1

This sentence has become famous lately as the catchphrase of Giorno Giovanna in the JoJo: Golden Wind anime series. Literally, it's translated as "in this Giorno Giovanna there is a dream", but subtitles render it as "I, Giorno Giovanna, have a dream", maybe because the original sentence's construction is pretty weird, at least to me as a beginner.

What I wonder is: is this the normal way of saying someone has a dream in japanese? If not, is it some kind of way to form a sentence which is used to express something in particular? Or is it just Araki making things up to sound weird?

  • 1
    According to the situation, speaking in the third person can make the character sound cuter/more childish (when a little girl speaks about herself in the third person) or braver/cooler (this is probably the case of Giorno here). However, if you put a pronoun like 俺/僕 instead of the name, the sentence would feel normal and is the actual way of saying (about oneself) someone has a dream. The には is used because the subject of the sentence is 夢 so you would translate is as "There are dreams to me" but "I, Giorno Giovanna, have a dream" is probably the closest translation to the real meaning. – N Gillain Jan 24 at 23:01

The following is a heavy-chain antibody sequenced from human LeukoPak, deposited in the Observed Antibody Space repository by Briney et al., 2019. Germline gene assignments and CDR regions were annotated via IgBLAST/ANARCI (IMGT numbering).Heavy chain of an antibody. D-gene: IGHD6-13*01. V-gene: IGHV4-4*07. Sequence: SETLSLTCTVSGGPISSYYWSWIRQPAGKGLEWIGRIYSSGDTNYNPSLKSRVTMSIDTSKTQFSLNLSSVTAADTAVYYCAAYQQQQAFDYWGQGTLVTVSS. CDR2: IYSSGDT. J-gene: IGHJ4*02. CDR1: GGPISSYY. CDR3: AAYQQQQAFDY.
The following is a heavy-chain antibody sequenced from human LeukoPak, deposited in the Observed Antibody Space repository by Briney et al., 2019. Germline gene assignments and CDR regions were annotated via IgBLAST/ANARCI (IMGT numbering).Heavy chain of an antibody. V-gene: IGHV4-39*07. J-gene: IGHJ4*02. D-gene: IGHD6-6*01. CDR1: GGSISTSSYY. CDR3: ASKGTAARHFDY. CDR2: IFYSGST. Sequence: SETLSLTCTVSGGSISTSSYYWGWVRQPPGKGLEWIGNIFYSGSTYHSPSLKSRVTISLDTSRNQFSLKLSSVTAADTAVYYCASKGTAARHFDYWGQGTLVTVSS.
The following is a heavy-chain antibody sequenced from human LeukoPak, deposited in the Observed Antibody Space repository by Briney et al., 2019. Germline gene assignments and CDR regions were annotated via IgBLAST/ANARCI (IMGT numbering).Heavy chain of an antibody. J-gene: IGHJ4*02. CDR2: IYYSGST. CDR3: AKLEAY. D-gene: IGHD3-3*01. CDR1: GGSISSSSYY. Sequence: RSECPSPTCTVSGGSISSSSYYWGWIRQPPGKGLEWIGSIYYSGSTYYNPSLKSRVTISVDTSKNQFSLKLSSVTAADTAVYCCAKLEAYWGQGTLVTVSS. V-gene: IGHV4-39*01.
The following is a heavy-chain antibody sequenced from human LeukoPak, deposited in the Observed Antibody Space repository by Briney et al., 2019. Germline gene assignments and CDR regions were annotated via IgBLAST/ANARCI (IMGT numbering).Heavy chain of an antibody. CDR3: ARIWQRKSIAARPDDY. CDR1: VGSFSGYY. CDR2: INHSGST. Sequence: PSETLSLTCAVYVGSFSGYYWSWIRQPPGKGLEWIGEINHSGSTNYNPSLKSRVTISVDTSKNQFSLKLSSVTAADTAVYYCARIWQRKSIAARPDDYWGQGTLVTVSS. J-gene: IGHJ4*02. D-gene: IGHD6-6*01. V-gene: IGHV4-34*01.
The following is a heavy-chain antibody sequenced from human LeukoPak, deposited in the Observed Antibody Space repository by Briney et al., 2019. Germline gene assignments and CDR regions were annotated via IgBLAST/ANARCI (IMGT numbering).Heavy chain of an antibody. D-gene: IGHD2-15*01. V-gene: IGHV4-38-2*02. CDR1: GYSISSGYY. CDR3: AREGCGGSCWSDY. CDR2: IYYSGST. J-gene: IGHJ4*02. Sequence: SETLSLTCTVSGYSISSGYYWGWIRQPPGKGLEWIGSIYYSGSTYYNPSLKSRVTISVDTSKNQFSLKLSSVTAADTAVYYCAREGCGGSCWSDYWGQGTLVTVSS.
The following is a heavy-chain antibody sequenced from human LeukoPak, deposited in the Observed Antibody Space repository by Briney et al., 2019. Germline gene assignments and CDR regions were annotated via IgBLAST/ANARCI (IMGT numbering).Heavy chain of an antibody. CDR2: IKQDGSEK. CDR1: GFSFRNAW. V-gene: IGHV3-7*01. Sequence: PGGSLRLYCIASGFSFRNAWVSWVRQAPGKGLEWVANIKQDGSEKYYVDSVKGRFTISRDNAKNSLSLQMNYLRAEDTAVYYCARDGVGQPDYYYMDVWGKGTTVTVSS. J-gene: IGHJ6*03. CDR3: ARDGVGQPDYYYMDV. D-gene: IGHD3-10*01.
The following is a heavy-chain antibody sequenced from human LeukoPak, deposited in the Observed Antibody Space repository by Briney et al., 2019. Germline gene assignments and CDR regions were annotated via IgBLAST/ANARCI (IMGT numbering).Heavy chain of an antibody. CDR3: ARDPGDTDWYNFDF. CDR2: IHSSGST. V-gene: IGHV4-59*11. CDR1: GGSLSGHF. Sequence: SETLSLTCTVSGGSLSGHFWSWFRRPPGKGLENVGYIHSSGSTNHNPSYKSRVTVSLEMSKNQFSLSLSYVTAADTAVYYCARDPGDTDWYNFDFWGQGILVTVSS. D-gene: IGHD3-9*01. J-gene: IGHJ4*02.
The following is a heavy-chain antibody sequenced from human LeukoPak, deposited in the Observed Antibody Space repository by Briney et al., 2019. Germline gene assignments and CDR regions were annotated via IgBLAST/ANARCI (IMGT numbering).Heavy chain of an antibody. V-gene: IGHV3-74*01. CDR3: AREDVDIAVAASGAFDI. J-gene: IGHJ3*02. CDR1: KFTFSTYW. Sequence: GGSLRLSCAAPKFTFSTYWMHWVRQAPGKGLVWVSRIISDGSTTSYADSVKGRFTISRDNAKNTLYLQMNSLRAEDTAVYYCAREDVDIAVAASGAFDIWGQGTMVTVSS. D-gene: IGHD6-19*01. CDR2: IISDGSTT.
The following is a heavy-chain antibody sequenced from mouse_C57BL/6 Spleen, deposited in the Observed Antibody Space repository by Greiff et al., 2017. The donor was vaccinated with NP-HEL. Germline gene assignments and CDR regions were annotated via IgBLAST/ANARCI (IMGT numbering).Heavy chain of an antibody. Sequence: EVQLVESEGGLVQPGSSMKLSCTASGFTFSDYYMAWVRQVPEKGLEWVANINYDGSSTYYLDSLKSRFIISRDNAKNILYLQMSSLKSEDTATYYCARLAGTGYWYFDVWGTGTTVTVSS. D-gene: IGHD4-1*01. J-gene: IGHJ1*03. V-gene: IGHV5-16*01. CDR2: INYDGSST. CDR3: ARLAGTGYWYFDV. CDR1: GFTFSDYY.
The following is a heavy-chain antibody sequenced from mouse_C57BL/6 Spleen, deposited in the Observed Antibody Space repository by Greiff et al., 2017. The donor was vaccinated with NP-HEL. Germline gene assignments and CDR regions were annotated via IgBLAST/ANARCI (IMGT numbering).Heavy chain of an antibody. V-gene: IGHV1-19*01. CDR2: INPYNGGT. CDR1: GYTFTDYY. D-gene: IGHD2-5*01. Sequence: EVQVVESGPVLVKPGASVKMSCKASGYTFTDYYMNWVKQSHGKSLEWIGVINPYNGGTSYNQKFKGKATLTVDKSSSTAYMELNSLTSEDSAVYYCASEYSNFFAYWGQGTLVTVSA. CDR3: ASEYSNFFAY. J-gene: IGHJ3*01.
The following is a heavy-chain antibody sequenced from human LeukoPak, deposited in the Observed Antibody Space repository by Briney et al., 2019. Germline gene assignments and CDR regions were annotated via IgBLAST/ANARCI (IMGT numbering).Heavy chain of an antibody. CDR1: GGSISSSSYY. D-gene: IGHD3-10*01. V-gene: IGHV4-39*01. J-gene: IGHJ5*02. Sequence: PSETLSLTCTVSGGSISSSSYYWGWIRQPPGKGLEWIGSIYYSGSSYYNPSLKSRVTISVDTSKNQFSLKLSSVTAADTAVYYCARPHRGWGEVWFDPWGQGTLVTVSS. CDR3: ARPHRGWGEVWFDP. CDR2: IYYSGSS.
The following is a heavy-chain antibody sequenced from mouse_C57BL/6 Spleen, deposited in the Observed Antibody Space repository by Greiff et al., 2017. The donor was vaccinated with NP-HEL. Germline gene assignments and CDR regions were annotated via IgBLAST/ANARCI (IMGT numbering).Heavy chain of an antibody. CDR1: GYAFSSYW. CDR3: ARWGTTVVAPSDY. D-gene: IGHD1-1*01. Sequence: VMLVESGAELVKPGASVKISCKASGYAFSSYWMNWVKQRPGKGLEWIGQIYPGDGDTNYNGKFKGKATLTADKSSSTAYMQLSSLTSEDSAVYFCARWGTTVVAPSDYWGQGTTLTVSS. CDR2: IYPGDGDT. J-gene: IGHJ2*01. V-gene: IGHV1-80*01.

• I see! What about the この at the beginning? From what you said I guess the normal way of saying such a thing would be 私には夢がある, right? – Eärendil Baggins Jan 24 at 23:12
  • 1
  • 1
    Ho! There is a link to a related quesdtion given by @Marco that explains it all. The この added at the beginning put more emphasis on Giorno so It sounds like he is a bit bragging about himself. That's probably the reason why they translate it by " I, Giorno GIovanna, ...". – N Gillain Jan 24 at 23:20
  • 2

Your Answer

By clicking "Post Your Answer", you acknowledge that you have read our updated terms of service, privacy policy and cookie policy, and that your continued use of the website is subject to these policies.

Browse other questions tagged or ask your own question.